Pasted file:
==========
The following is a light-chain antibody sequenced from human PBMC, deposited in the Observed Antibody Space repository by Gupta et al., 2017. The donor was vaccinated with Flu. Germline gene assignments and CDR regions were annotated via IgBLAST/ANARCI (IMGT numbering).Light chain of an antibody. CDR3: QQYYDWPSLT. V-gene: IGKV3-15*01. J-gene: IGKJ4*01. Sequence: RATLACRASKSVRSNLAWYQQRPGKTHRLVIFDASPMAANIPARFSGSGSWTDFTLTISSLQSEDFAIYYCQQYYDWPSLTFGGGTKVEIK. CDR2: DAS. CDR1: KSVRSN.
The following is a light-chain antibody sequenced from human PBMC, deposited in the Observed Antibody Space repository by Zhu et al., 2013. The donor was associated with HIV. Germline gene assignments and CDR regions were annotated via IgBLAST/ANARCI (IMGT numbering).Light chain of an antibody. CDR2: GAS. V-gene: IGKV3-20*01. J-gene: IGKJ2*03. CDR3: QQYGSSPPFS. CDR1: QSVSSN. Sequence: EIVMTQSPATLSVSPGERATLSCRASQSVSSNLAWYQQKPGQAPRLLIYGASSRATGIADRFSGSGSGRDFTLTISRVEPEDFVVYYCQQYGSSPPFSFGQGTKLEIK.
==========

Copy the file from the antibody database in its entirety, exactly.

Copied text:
The following is a light-chain antibody sequenced from human PBMC, deposited in the Observed Antibody Space repository by Gupta et al., 2017. The donor was vaccinated with Flu. Germline gene assignments and CDR regions were annotated via IgBLAST/ANARCI (IMGT numbering).Light chain of an antibody. CDR3: QQYYDWPSLT. V-gene: IGKV3-15*01. J-gene: IGKJ4*01. Sequence: RATLACRASKSVRSNLAWYQQRPGKTHRLVIFDASPMAANIPARFSGSGSWTDFTLTISSLQSEDFAIYYCQQYYDWPSLTFGGGTKVEIK. CDR2: DAS. CDR1: KSVRSN.
The following is a light-chain antibody sequenced from human PBMC, deposited in the Observed Antibody Space repository by Zhu et al., 2013. The donor was associated with HIV. Germline gene assignments and CDR regions were annotated via IgBLAST/ANARCI (IMGT numbering).Light chain of an antibody. CDR2: GAS. V-gene: IGKV3-20*01. J-gene: IGKJ2*03. CDR3: QQYGSSPPFS. CDR1: QSVSSN. Sequence: EIVMTQSPATLSVSPGERATLSCRASQSVSSNLAWYQQKPGQAPRLLIYGASSRATGIADRFSGSGSGRDFTLTISRVEPEDFVVYYCQQYGSSPPFSFGQGTKLEIK.